Although Noelle Badertscher is a historian—not an environmentalist—she considered the trees outside of her home on Delaware Avenue to be gorgeous ambassadors of the past.
But today, those same trees now stand with dropped leaves, bare and dead.
Badertscher and her neighbors said the trees began to die after Peoples Natural Gas completed line maintenance earlier this month—cutting the sidewalk in half and trenching through the trees’ roots.
Now, although it’s the middle of summer, Delaware Avenue looks like a street in autumn, littered with fallen leaves.
“They are what I loved about this street," Badertscher said. "I’m heartsick that they so carelessly plowed through them. They cut through them like a hot knife through butter.”
The neighbors said they didn't receive notice that construction would occur the week of June 11 on their road. They claim it wasn’t until they saw the Peoples Natural Gas trucks and heard the jack hammer pound that they knew anything was happening at all.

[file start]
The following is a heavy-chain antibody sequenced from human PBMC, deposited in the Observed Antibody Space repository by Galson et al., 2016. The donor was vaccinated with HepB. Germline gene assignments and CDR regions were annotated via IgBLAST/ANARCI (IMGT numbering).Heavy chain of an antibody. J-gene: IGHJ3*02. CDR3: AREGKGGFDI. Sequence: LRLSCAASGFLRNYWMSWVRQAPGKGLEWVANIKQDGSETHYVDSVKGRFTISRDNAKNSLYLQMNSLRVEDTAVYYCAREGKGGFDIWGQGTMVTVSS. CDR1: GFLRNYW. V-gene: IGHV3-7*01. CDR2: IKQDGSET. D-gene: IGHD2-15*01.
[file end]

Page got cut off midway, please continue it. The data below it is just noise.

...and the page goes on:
“It’s been very curious to us—this lack of communication. I don’t remember getting a thing from the borough or the gas company,” said Andy Munster, who has lived on Delaware for more than 30 years.
Mayor Deneen Swartzwelder said she did not feel comfortable making an official statement on behalf of the borough, but did express regret for the residents and said she hopes the gas company will fix the situation.
Barry Kukovich, corporate spokesperson for Peoples Natural Gas, said trees all over western Pennsylvania are losing leaves due to drought—and these trees are no exception.
"I appreciate their concern but when you have leaves falling all over Western PA, I doubt it has anything to do with our gas lines," said Kukovich.
Kukovich said if concerned residents call the customer service center to complain, the gas company would be happy to come out and assess the situation.
Mark Demkee, who lives in the neighborhood, is more concerned about the hazard that the dying trees pose to the community. With the speed the leaves shed, he worries that branches could start snapping off, which could damage property or hurt residents.
Demkee said he contacted the borough and Peoples Natural Gas to complain about the damaged trees.
"They’re in the dark as much as we have been," he said, adding that the gas company said they would get back to him.
Complaints aside, the neighbors want to work with the borough to make things right and get back to life on their quiet street.
“We need an appropriate replacement before they lay a sidewalk. That needs to be priority," Badertscher said. "The borough of Swissvale may own the actual trees, but their history and beauty belong to all of us."